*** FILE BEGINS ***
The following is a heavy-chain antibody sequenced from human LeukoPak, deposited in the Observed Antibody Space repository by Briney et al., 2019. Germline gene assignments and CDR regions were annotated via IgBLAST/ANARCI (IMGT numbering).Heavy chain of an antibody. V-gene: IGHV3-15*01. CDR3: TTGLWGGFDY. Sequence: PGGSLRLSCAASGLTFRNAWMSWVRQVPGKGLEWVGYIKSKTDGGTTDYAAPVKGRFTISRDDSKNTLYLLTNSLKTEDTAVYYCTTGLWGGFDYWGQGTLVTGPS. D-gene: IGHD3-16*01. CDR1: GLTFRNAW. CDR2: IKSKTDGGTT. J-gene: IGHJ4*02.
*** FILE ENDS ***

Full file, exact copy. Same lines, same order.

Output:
The following is a heavy-chain antibody sequenced from human LeukoPak, deposited in the Observed Antibody Space repository by Briney et al., 2019. Germline gene assignments and CDR regions were annotated via IgBLAST/ANARCI (IMGT numbering).Heavy chain of an antibody. V-gene: IGHV3-15*01. CDR3: TTGLWGGFDY. Sequence: PGGSLRLSCAASGLTFRNAWMSWVRQVPGKGLEWVGYIKSKTDGGTTDYAAPVKGRFTISRDDSKNTLYLLTNSLKTEDTAVYYCTTGLWGGFDYWGQGTLVTGPS. D-gene: IGHD3-16*01. CDR1: GLTFRNAW. CDR2: IKSKTDGGTT. J-gene: IGHJ4*02.